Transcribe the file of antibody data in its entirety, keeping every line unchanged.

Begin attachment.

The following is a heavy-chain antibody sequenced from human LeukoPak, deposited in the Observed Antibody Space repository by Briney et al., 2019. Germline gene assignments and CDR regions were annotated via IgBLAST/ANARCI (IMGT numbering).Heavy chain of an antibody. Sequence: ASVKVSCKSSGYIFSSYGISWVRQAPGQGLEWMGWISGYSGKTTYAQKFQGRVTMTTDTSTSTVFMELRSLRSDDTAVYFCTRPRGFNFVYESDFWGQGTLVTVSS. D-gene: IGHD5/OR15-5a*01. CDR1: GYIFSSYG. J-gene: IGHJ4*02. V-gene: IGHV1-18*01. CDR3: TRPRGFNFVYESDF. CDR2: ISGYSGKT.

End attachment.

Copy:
The following is a heavy-chain antibody sequenced from human LeukoPak, deposited in the Observed Antibody Space repository by Briney et al., 2019. Germline gene assignments and CDR regions were annotated via IgBLAST/ANARCI (IMGT numbering).Heavy chain of an antibody. Sequence: ASVKVSCKSSGYIFSSYGISWVRQAPGQGLEWMGWISGYSGKTTYAQKFQGRVTMTTDTSTSTVFMELRSLRSDDTAVYFCTRPRGFNFVYESDFWGQGTLVTVSS. D-gene: IGHD5/OR15-5a*01. CDR1: GYIFSSYG. J-gene: IGHJ4*02. V-gene: IGHV1-18*01. CDR3: TRPRGFNFVYESDF. CDR2: ISGYSGKT.